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Egyptians set to vote for parliament 'with no real authority'

Some 63 million voters are eligible to elect 568 of 596 members in the lower house, widely seen as rubber-stamp body
A resident makes her vote a polling station in Agouza district in Giza, the twin-city of Egypt's capital, on 24 October, 2020 (AFP)

Voting for Egypt's lower house of parliament began on Saturday, with supporters of President Abdel Fattah el-Sisi projected to win a majority amid a relentless crackdown on the opposition. 

Some 63 million voters out of Egypt's more than 100 million people are eligible to elect 568 of the 596 lawmakers in the lower house, widely seen as a rubber-stamp body for executive policies.

'Parliament has become an apparatus attached to the executive authority, with no real legislative authority'

- Hassan Nafaa

The remaining deputies will be appointed by former army general-turned-president Sisi, whose government has over the past six years silenced any serious political opposition to its rule.

"Parliament has become an apparatus attached to the executive authority, with no real legislative authority," said Hassan Nafaa, a political science professor at Cairo University.

"It has almost never questioned any of the government's policies or carried out any of the functions that parliaments normally do," he told AFP.

The elections will be held in two phases, with the first covering 14 provinces on Saturday and Sunday. The second, on 7-8 November, will cover 13 provinces, including the capital, Cairo.  

Giant billboards and banners have sprung up across Cairo and elsewhere, urging people to head to the polls, while some candidates have released online music video clips to draw support.

Many of the candidates also stood for election five years ago in a political landscape marked by the presence of dozens of parties with little weight and influence on the ground.

The outgoing parliament, elected in 2015, was packed with Sisi supporters and featured only a small opposition bloc known as 25/30.

The new parliament will be the second to convene under Sisi, who took office in 2014 after leading a military coup against democratically elected civilian president Mohamed Morsi.

Run-offs will be held in November, and final results are to be announced in December.

More than 4,000 candidates, believed to be mostly pro-government, are competing for 284 of the 568 seats reserved for individuals. Eight party lists are running for the remaining 284 seats.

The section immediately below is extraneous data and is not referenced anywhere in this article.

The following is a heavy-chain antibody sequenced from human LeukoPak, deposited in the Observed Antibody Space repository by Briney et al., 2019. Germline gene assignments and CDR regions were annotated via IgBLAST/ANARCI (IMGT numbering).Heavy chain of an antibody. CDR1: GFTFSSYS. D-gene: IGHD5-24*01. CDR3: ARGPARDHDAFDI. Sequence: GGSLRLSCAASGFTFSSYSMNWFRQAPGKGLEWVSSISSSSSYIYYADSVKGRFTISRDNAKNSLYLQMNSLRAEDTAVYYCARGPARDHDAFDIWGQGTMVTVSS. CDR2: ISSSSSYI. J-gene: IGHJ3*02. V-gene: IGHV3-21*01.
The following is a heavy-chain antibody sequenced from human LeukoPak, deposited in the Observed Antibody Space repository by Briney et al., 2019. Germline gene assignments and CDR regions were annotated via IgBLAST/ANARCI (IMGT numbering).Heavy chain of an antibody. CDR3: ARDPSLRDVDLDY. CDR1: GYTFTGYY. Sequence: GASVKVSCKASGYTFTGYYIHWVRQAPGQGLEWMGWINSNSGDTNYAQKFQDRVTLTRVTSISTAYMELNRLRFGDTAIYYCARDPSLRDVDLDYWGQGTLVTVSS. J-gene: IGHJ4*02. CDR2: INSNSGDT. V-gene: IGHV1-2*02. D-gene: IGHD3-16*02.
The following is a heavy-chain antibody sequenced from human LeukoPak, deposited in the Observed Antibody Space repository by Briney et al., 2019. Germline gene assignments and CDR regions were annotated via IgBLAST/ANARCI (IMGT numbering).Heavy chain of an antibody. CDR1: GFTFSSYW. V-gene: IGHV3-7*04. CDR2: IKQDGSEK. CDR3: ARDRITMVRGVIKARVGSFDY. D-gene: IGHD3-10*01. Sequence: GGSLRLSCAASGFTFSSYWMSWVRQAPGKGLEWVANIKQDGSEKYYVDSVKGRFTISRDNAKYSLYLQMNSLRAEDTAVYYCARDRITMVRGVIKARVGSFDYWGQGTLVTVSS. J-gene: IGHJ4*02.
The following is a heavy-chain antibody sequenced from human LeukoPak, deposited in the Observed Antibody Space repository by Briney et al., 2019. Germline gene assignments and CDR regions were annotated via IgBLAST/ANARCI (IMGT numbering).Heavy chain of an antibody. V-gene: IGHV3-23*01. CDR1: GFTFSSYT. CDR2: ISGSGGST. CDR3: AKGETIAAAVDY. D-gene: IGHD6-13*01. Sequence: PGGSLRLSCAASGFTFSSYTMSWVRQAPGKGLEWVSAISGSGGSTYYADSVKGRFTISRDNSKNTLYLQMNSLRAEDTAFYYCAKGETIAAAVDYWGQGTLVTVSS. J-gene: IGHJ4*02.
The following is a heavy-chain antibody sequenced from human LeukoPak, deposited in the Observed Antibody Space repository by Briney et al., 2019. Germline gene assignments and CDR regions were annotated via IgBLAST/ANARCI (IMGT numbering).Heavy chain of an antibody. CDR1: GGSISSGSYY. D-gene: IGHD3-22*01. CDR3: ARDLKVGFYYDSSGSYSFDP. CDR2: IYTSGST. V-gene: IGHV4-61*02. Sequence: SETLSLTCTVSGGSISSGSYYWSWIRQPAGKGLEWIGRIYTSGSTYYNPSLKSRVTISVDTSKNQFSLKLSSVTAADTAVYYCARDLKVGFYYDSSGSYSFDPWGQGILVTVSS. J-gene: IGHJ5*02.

The Nation's Future Party

Among the top contenders is a political coalition known as the Unified National List, led by the pro-government Mostakbal Watan, or Nation's Future Party. 

The party, which includes top businessmen and public figures, has grown since it was created in 2014 to become one of Egypt's dominant political forces. Nation's Future held 57 seats in the outgoing parliament.

More recently, in the newly recreated Senate, an advisory 300-member upper chamber with 200 elected members, Nation's Future won nearly 75 percent of contested seats in elections in August. Its leader, Abdelwahab Abdelrazek, was named the upper house's head last Sunday.

A new electoral law means 50 percent of 568 contested parliamentary seats, up from 20 percent, will be elected from closed party lists. If a list wins a majority, everyone on it is elected and no candidates from competing lists win seats.

Critics say the change further shrinks the space for political competition.

The goal is "to basically pretend that there is a political process surrounding Abdel Fattah el-Sisi, but what we really have is a one-man rule," said Hisham Kassem, a former newspaper publisher and political activist. "It wasn't even this bad with [former president Hosni] Mubarak or with [former president Gamal Abdel] Nasser."

The parliament vote is the second to be held since the start of the Covid-19 pandemic, which has so far infected more than 105,000 people in Egypt and killed nearly 6,200.

The August Senate elections involved 200 being contested in low-key campaigns marked by low voter turnout of around 14 percent.

The reinstatement of the upper house, which had been abolished after the overthrow of Morsi, was among constitutional amendments that included potentially extending Sisi's rule until 2030.

Other changes were to boost the president's control over the judiciary and granting the army even greater influence in political life.

Sisi's government is accused of holding tens of thousands of political prisoners in notoriously overcrowded jails, including journalists, lawyers and intellectuals from across the political spectrum.

Protests have been effectively banned under a restrictive 2013 law, and a renewable state of emergency has been in place since 2017.